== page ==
Mexican Navy OPVs


NavalToday reports the Launch of the sixth and last Offshore Patrol Vessel of the Oaxaca Class, the ARM (Armada Republica Mexicana) Hidalgo, for the Mexican Navy. These ships were designed and built by and for the Mexican Navy, but they would look quite at home painted white with USCG stripes and WMEC hulll numbers. Statistically they are very close to Coast Guard 270s.


  • ___________________Oaxaca Class_______________WMEC 270
  • Displacement (full load)  1,680 tons_________________1829 tons
  • Length                    282.2 feet (86.0 m)_______________270 feet (82 m)
  • Beam:                      34.4 feet (10.5 m)_______________38 feet (12 m)
  • Draft                         11.8 feet (3.6 m)________________14.5 feet (4.4 m)
  • Speed:                      20+ knots_____________________19.5 knots

The occasion prompted me to take a look at the Mexican Navy. While the Mexican Navy does have six former USN frigates, most of their missions are closer to what we do in the USCG, and most of their ships are offshore patrol vessels. They have 21 ships (soon to be 22 with Hidalgo) in five classes that look an awful lot like WMECs. These ships have evolved over time, with each class an incremental improvement over the previous ships. Only the oldest of these, the Uribe class ships were built in Spain by Navantia, the remaining 17 were built in Mexican Navy shipyards in Tampico and Salina Cruz with the first of the Mexican built ships being commissioned in 1991.

Photo: Uribe class OPV ARM Jose  Aueta (P-122)

The Uribe class were very similar in size and concept to the 210s, with a similar configuration of the foc’sle and flight deck on the O-1 deck. They did include a hangar, were 10 feet longer (67 m overall), and had more than twice the horsepower at 13,320 allowing a maximum speed of 21 knots. Its main gun was a single 40mm/70.

Photo, Holzinger class OPV ARM Sebastian Jose Holzinger (P-131) 

The Holzinger or Aquila class were the first class built in Mexico. They stretched the design 24 feet to 244 feet (74.4 m), provided two main machinery spaces vice one, and retaining the same horsepower, achieved 22 knots. Originally they were to have had a 57mm, but because of stability consideration a twin 40mm/60 was used instead.

Photo: Sierra class OPV ARM Guillermo Prieto (P-143)

The Sierra, Mendz, or Holzinger 2000 class retained essentially the same dimensions as the preceding class, but introduced a number changes. The hull aft was extended upward to create a flush main deck at what had been the O-1 deck. A stern ramp was incorporated in the transom for launching a “chase boat.” The superstructure was given a more “stealthy” form with the RHIBs placed in enclosed pockets.  A Vosper fin stabilization system was also provided, and a 57 mm main gun was included. A max speed of 18 knots is claimed, but it is likely to be more than 22.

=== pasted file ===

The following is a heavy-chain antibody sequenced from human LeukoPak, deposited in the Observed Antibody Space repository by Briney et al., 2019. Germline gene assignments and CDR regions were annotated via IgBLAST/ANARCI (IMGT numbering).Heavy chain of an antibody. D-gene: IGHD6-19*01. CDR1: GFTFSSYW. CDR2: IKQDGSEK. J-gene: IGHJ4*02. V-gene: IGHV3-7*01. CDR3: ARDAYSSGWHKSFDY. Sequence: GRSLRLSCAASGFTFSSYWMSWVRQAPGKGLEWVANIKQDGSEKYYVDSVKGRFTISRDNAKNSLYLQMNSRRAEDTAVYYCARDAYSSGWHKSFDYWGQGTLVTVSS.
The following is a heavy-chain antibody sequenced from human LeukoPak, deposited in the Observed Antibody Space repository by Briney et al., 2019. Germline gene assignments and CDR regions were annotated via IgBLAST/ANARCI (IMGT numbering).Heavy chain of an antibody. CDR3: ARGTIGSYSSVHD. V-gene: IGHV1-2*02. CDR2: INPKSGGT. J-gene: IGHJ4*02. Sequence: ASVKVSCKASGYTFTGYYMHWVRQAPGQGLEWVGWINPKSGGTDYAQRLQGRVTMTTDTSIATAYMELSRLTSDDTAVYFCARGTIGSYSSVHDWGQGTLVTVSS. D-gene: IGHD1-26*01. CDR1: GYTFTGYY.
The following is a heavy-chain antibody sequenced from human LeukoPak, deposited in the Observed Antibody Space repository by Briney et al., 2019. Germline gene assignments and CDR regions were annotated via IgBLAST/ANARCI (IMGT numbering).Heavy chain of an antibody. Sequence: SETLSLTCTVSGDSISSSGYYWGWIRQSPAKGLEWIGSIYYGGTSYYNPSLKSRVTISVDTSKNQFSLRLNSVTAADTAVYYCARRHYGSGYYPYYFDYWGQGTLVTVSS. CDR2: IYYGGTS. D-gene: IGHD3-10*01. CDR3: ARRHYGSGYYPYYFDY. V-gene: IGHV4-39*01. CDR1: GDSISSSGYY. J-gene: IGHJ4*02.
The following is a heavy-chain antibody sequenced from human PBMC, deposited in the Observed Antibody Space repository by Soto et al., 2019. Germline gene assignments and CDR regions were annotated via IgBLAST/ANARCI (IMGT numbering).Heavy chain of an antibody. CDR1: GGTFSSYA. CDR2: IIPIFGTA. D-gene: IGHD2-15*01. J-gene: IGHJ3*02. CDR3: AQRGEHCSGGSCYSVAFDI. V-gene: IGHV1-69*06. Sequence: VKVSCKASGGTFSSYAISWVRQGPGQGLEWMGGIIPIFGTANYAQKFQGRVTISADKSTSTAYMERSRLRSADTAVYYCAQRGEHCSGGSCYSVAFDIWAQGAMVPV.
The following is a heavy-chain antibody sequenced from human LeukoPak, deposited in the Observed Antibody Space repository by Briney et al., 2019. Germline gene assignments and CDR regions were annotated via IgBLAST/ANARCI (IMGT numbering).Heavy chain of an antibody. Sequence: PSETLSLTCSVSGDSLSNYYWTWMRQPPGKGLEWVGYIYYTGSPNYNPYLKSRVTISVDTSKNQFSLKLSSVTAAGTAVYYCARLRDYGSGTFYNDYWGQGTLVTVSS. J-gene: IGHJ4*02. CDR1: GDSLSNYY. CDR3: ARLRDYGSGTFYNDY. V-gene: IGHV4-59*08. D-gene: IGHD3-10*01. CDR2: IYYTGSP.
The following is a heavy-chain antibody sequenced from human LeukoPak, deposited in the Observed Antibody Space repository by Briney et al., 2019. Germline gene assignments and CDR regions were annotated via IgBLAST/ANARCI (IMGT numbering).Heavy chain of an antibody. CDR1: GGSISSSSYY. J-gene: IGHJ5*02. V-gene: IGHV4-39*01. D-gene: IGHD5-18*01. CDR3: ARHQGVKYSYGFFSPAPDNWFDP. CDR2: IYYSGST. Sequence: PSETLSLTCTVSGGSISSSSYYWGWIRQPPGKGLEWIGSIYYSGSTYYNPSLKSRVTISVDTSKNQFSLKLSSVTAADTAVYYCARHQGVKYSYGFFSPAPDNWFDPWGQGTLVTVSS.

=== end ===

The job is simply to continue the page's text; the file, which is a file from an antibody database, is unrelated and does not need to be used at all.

Durango class OPV ARM Sonora (ex-Melchor Ocampo) P-152

The four ships of the Durango class were originally intended as units of the preceding Sierra class but the design was modified and is now considered a separate class although statistically they appear little different.

Photo: Oaxaca class OPV ARM Baja California (P-162)

The Oaxaca are a bit larger. They seem to have decided that the “stealthy” superstructure is not worth doing. The 57 mm gun of the preceding class has been replaced by a 76 mm gun, but it is not the newest type so this may have been a case of the guns being available on favorable terms rather than a reflection of dissatisfaction with the 57 mm. There is also a auto-cannon aft (variously reported as 25 or 30 mm) and two remote weapon stations with .50 cal. Like US WMECs the range is substantial at 8,500 nautical miles. They have a crew of 77 and accommodations for 39 special forces and/or marines.

Given that the USCG is now responsible for maintenance of all US 76 mm guns and also operates the 57mm, the Mexican Navy’s choice of weapons suggests this may be an area of potential cooperation.

Photo: Valle class OPV ARM Santos Degollado (P-106) now 73 years old

Unfortunately not all of Mexico’s OPVs are relatively modern. They still have ten Auk  class 1,250 ton (fl), 221 foot, WWII vintage, steel hulled minesweepers that continue to function as patrol vessels. The ships are referred to as the Valle class in Mexican service. They are the same class as USCGC Tanager (WTR-885) that served as a CG Reserve training ship 1964 to 1972. They will certainly need to be replaced soon. Obviously their building program is not complete.

I find it interesting that Mexico with an EEZ of 3,144,295 km2,, with less than a third of the EEZ of the US (11,351,000 km2) has a fleet of OPVs that approaches that of the USCG.

6 thoughts on “Mexican Navy OPVs

  1. Evolutionary development is fine. The emphasize is obviously on Patrol missions, but the Durango class OPV look like they could be up-armed?

      • I don’t really know, but doesn’t look like there is much room. All of them re smaller than 270s.

        But the attempts at stealth would make more sense if they expected to use them in combat.

      • The Mexican Navy attempted to make and indigenous missile, but ultimately the program was terminated.

        Looks like their vision of a combat role for these classes is in the form of doing small scale amphibious raids. I believe that is the reason for the 11 meter boat.

  2. German Navy blof, Marine Forum reports, “The Mexican Navy commissions new offshore patrol vessel „Chiapas“ (PO 165) … „Chiapas“ is 1st of four OPVs ordered as part of the SEMAR 2013-2018 plan) 2nd „Hidalgo“ (PO 166) to be commissioned in 2017, while 3rd already under construction.”

    Completion of the program will provide a total of 8 Oaxaca class ships.

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